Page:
Hyenas Circling the Hut
A big problem with Savings Groups is how successful they are.
They often last for many years, and members save a lot of money. Maybe not individual members, but when you multiply individual savings by twenty members or so, the group’s savings become a nice bundle. And, when you multiple that by the hundreds or thousands of groups that may exist in an area, then the sums get very important indeed.
So Savings Groups - because they are so successful - tend to consolidate a lot of money in one place, or at least, close enough that clever people start thinking of clever ways to separate poor people from their money.
Some readers may have heard Amrik Heyer’s presentation at SG2015 in Lusaka: she used the phrase “the hyenas are circling the hut” to describe this phenomenon, which FSD Kenya has begun to study.
It’s not a pretty picture. Groups get targeted by all sorts of people and institutions, including those whose job it is to protect the group. Some of those trying to relieve the poor of their money that we saw in Kenya include:
- School teachers, who join groups, have themselves elected chairman, and then proceed to change the contstitution so they can borrow more. You can guess how well they pay back.
- Rogue agents, who train groups in some new and bad ideas, including “trainers can borrow from all their groups” and “members must pay the trainer annual dues - forever”.
- Churches, which use their moral authority to urge members to keep all their savings in structures that the churches themselves set up, so they can make larger loans to local merchants.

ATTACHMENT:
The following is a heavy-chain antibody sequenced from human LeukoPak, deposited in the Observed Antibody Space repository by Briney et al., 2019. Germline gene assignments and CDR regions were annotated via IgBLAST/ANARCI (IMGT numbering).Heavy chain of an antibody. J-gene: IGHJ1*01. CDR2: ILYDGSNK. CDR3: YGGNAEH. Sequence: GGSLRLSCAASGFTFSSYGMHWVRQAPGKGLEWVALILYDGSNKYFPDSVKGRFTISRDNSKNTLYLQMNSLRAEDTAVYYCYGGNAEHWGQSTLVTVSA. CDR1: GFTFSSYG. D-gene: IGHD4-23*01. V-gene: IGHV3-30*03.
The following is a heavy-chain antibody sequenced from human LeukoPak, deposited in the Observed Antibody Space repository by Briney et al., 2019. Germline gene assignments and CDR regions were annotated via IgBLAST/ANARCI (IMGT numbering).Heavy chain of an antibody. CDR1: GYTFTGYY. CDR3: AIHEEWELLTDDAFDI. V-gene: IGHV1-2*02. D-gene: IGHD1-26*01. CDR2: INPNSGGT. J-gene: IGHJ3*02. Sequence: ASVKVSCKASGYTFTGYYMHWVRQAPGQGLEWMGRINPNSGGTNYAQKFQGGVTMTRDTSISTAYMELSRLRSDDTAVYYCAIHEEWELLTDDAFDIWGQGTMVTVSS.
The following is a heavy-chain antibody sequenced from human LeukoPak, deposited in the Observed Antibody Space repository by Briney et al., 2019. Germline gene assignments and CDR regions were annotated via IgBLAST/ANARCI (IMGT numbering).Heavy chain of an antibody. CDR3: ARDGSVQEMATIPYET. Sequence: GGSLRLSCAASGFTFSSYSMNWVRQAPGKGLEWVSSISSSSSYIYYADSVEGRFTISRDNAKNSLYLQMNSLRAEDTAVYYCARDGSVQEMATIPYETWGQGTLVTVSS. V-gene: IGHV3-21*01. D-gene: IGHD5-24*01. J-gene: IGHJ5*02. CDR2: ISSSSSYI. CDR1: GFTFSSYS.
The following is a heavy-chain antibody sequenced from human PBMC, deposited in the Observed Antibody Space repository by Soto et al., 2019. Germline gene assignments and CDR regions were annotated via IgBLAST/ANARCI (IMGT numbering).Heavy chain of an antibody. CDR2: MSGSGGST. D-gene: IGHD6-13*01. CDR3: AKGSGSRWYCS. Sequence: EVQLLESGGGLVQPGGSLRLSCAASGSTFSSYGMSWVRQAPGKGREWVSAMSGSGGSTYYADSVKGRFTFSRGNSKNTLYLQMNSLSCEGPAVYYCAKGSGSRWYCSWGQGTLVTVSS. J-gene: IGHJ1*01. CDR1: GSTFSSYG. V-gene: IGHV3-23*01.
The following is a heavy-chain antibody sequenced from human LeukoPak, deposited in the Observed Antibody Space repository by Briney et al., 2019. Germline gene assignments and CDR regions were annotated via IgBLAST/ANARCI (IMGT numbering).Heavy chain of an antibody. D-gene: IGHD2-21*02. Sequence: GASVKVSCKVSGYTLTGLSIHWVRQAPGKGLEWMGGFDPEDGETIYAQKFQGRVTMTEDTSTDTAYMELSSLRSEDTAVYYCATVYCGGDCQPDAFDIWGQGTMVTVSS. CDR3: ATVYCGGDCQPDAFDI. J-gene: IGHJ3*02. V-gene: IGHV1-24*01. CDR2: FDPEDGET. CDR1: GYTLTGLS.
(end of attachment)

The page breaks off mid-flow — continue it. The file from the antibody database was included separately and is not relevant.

- Networks of agents, who do about the same thing, setting up Community Based Organizations and SACCOs to consolidate savings into larger pools to be managed by - you guessed it! - the same networks.
- Banks and MFIs, who pay trainers a fixed amount per member or per group they bring into the bank, so that self-managing savings-led groups can get into a cycle of ever-increasing external debt.
- Ponzi schemes and swindlers. You know about them.
- Armed robbers, who in some cases have murdered treasurers, in some cases while they were taking money to a bank.
There’s good news and bad news. The good news is that most groups are smart, and they remember to follow the procedures they have learned, keep information confidential, and not lend or borrow outside the group.
But - the bad news: sometimes the hyenas succeed and poor people lose their money to clever lazy corrupt people. Do NGOs have any moral responsibility for post-project outcomes? Is there anything we can do, in fact?
Well, yes to both of those questions.
If we put poor people into a situation filled with risk, it’s appropriate to take steps to reduce the risk. And, yes, there is a lot we can do. It all starts with the training we give to the groups - not just about how to run a group well, although we do that - but also about what the members should expect after the project ends.